Precipitation-Strengthened and Microlayered Bulk Copper- and Molybdenum-Based Nanocrystalline Materials Produced by High-Speed Electron-Beam Evaporation–Condensation in Vacuum: Structure and Phase Composition

N.I. Grechanyuk, V.G. Grechanyuk, A. Manulyk
Synergy ANTECH Services Corp.,

Keywords: rapid evaporation-condensation, copper, molybdenum, vacuum, precipitation-strengthened materials, layered materials, bulk materials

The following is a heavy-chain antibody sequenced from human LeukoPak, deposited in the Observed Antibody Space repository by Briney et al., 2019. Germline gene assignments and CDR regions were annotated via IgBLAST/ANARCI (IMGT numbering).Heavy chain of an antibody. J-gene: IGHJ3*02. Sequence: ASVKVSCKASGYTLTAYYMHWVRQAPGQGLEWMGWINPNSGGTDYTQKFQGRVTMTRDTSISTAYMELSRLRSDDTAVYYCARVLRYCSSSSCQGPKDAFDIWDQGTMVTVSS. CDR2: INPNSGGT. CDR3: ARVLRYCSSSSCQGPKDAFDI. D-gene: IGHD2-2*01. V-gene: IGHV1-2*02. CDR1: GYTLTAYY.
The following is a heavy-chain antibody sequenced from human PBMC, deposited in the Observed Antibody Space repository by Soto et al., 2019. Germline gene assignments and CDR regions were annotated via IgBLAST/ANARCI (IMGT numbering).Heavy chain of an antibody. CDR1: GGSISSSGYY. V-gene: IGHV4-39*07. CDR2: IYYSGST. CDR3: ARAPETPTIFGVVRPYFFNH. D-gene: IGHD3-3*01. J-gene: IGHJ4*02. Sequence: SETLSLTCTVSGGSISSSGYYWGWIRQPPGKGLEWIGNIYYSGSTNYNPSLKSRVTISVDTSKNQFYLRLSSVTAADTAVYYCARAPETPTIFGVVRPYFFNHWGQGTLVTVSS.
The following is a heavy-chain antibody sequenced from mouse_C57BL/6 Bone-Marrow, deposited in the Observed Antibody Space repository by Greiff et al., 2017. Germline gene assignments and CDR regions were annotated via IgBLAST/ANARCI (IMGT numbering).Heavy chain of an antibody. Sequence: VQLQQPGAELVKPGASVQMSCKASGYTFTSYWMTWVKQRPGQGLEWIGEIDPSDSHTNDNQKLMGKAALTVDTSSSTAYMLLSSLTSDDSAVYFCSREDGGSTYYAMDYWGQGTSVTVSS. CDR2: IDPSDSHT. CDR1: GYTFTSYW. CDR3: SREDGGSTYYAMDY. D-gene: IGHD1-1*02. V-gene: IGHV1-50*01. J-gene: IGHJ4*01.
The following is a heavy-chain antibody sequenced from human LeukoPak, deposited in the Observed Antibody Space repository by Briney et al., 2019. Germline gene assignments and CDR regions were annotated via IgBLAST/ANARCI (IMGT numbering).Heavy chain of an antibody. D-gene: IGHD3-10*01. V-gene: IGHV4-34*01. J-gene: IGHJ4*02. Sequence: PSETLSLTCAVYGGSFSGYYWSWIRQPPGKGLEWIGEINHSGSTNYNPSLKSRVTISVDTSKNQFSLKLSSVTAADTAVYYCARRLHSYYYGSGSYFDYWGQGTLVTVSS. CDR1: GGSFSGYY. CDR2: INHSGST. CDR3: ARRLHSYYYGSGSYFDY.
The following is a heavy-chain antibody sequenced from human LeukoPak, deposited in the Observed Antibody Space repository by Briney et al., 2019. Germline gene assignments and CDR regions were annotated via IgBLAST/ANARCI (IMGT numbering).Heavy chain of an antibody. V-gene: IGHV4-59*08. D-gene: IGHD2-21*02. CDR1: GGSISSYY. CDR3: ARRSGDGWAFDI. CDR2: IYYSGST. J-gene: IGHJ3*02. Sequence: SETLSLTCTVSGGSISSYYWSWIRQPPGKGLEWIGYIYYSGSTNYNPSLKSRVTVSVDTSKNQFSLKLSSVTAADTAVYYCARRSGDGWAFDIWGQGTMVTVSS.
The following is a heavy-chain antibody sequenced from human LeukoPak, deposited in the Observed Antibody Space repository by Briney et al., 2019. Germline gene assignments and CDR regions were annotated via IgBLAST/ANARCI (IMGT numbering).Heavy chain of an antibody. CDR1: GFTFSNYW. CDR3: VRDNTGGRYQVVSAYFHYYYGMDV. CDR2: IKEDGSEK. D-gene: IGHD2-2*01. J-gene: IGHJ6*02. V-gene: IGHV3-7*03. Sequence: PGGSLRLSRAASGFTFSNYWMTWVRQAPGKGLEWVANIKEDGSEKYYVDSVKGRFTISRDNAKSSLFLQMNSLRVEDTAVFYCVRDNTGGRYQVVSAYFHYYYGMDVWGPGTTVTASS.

The phase composition and structuration of three types of copper and molybdenum composite materials, 0.8 to 5 mm thick, which were condensed from the vapor phase at substrate temperatures 700 0C and 900 0C, are considered: precipitation-strengthened composites, micro-layered composites with alternating copper and molybdenum layers 1 to 10 mm thick, and bulk nanocrystalline composites with alternating layers thinner than 0.5 mm. Standard precipitation-strengthened Cu- and Mo-based materials condensed from the vapor phase at substrate temperatures 700–900 C can be produced over a relatively narrow composition range of the strengthening phase (0.1–3 wt.% Mo). When Mo content is 3–5 wt.%, the molybdenum particles change their shape from round to acicular and become discontinuous chains oriented perpendicularly to the vapor flow. If there is more than 5 wt.% of the second phase, the condensed composite materials (CCMs) show a layered structure. The layered structure can be observed in other CCM types (Cu–W, Cu–Cr, NiCrAlTi– Al2O3). Layered copper and molybdenum CCMs, 6 mm thick, produced on a rotating substrate heated to 700 ± 30 °C have been experimentally confirmed to belong to bulk nanocrystalline materials.